John Currin at the Whitney Museum
A Bra Busting Exhibition
By: Charles Giuliano - 09/20/2013
A matter of inches.
Evoking the baroque style of Caravaggio.
A cheeky rendering of Fishermen.
The Whitney Museum of American Art
November 20, 2003 to February 22, 2004
Organized by the Museum of Contemporary Art, Chicago, and the Serpentine Gallery, London
Curated by Staci Boris and Rochelle Steiner
Catalogue: Harry N. Abrams, Inc. with essays/interview by Boris, Steiner and Robert Rosenblum, 124 pages, illustrated
Reposted from Maverick Arts Magazine December 18, 2003
In the final gallery of the much debated retrospective of the 41-year-old, New York based, figurative/narrative painter, John Currin, at the Whitney Museum of American art is a magnificent painting, “Thanksgiving,” 2003. It was evidently too recent to be included in the catalogue. But this new piece, a benchmark for the artist, seems to solidify the shaky pretext for a wildly uneven, premature retrospective for an artist who is only just beginning to get his bearings as an artist of potential, who, arguably, has his best work well in front of him.
This painting assembles three, attenuated female figures, a reference to the distortions of figure and space that we associate with the style of Mannerism, and a large, unbaked, raw turkey sitting on a platter in a puddle of its blood. The woman on the left who, to quote the late Duchess of Windsor, looks strikingly rich and thin, is smiling and offering a spoon of juice/blood to an open mouthed grimacing companion. This second woman forms the apex of a pyramid, the bottom right of which is a blonde woman bending over to arrange a rose in a trompe l’oeil, clear, glass vase. To the right of this triangle of female faces is a soaring vertical column with a composite capital. The top of the capital is truncated by the edge of the canvas. Perhaps this column is a reference to the Mannerist masterpiece, “The Madonna with the Long Neck,” by Parmigianino, from 1535, which employs a similar spatial device. The sense of color and surface in this painting is sublime, particularly in the translucent skin of the raw bird.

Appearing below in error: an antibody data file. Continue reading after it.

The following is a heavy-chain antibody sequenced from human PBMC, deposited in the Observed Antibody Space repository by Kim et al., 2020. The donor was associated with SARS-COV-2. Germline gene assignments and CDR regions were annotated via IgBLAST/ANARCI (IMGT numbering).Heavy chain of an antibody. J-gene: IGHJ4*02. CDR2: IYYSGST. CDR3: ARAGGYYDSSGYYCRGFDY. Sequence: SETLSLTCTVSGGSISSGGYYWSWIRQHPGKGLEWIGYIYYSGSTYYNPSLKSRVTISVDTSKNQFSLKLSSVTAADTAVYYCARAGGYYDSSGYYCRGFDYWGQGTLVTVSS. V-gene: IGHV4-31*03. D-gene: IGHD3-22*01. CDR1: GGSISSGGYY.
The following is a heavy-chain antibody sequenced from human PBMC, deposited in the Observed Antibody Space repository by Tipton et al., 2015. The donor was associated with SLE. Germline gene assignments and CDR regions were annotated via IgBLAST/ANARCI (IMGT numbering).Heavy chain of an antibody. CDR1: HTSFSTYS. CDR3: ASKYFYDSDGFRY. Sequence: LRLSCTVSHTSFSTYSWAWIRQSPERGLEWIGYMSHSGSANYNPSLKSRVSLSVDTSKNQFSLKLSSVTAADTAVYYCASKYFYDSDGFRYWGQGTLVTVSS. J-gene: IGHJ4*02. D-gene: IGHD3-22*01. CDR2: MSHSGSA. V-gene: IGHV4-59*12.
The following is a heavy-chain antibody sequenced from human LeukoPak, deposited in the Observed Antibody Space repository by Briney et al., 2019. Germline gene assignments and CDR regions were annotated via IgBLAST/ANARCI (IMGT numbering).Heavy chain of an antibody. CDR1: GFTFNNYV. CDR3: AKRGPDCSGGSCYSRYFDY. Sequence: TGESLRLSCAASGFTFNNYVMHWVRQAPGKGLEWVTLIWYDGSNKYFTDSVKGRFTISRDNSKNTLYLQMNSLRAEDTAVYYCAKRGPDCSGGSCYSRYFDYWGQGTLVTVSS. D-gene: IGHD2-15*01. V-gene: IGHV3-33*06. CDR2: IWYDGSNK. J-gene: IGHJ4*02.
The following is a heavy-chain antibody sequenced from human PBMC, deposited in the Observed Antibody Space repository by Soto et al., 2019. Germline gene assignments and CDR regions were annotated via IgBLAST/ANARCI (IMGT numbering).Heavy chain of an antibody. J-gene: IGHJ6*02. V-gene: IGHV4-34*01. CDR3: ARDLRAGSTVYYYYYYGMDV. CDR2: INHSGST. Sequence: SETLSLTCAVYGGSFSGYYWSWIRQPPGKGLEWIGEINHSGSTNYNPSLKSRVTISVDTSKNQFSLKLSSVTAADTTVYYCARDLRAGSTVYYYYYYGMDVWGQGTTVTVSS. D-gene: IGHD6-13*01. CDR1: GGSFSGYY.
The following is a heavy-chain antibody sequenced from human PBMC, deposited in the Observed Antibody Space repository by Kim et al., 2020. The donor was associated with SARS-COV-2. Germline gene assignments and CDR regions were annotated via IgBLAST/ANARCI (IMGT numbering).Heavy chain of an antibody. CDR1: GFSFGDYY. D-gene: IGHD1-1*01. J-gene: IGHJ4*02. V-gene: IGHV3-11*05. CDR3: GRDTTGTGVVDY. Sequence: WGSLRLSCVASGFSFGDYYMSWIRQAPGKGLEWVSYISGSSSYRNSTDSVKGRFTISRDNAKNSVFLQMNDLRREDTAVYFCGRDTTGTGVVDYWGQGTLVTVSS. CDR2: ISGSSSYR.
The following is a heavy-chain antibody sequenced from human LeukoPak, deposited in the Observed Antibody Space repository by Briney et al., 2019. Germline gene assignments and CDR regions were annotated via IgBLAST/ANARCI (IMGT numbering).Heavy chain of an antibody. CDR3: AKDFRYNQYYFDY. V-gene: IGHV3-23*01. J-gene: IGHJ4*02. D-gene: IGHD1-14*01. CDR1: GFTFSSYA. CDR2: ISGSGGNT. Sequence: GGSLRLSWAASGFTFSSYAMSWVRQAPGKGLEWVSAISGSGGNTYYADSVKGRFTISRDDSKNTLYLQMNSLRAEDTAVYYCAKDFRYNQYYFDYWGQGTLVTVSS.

Why the uncooked turkey? And the enigmatic plot of this narrative painting, as puzzling as the Mannerist works, which serve as its prototype? Is there an ars gratia artis delight in the obfuscating gamesmanship of the era of Mannerism? Is this a reflection of a new decadence in art and culture? Can we look forward to some Baroque, Counter Reformation correction when art will get back on track after such wisecracking self-indulgence? Will there be a new faith in art and an age of martyrs? Or, will we glance back and turn to salt?
Had the turkey been cooked, as one would expect, would that have cut too close to the kitsch of such illustrators as Norman Rockwell, to whom, Currin has been stridently compared? Is the rawness just a post modernist ploy to distract us from the unpardonable sin of reveling in representational art? Do critics compromise their avant-garde status to praise such traditional forms of painting? It is precisely here that the battle lines are drawn and the debate over this artist has become a spectator sport and art brawl. It is how critics are being measured and counted as for or against this work. Where do you stand on the issue? Lives, careers, and reputations appear to be at stake.